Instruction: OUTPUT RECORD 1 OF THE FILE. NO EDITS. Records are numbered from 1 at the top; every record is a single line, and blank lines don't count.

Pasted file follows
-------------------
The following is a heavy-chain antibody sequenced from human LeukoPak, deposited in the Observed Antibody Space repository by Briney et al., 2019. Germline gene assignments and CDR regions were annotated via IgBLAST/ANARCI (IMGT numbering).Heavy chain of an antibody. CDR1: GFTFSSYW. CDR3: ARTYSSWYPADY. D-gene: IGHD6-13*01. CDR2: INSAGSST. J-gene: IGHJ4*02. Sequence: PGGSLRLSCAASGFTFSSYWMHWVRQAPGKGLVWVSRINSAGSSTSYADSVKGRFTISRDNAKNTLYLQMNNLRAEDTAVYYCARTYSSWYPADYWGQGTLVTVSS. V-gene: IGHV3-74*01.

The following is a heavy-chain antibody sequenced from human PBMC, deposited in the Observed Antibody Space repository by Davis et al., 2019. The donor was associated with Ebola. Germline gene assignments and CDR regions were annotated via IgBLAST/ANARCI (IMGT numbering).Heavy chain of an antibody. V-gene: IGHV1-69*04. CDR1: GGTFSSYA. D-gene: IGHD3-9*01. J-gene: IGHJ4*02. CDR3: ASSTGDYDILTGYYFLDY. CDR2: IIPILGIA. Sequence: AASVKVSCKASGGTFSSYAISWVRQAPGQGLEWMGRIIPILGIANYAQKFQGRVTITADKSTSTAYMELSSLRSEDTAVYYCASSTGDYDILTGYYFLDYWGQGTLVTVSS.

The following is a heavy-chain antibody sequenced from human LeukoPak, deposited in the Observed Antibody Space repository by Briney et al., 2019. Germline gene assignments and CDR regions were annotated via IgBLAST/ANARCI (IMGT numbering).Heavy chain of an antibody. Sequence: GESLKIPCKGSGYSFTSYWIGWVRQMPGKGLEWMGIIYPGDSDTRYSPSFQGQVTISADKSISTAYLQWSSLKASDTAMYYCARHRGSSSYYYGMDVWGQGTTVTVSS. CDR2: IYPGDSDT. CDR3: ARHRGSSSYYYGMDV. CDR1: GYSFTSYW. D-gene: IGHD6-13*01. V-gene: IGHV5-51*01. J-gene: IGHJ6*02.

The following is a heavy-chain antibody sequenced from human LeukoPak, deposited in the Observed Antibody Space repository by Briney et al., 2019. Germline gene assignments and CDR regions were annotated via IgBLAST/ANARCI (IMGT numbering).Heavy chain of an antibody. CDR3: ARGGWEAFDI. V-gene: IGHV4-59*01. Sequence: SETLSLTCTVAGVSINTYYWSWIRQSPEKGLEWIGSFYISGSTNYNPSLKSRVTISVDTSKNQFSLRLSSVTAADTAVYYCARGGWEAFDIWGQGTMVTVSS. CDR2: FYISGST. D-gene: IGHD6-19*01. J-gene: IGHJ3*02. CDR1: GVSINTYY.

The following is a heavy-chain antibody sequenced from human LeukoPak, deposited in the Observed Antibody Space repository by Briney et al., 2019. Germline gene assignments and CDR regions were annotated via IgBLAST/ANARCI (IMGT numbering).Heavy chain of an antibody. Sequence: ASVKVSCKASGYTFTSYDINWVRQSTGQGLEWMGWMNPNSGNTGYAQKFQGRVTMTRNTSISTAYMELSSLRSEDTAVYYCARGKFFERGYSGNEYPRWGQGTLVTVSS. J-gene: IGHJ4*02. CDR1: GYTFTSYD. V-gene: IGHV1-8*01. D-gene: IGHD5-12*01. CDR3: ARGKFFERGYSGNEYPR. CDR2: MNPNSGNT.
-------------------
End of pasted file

The following is a heavy-chain antibody sequenced from human LeukoPak, deposited in the Observed Antibody Space repository by Briney et al., 2019. Germline gene assignments and CDR regions were annotated via IgBLAST/ANARCI (IMGT numbering).Heavy chain of an antibody. CDR1: GFTFSSYW. CDR3: ARTYSSWYPADY. D-gene: IGHD6-13*01. CDR2: INSAGSST. J-gene: IGHJ4*02. Sequence: PGGSLRLSCAASGFTFSSYWMHWVRQAPGKGLVWVSRINSAGSSTSYADSVKGRFTISRDNAKNTLYLQMNNLRAEDTAVYYCARTYSSWYPADYWGQGTLVTVSS. V-gene: IGHV3-74*01.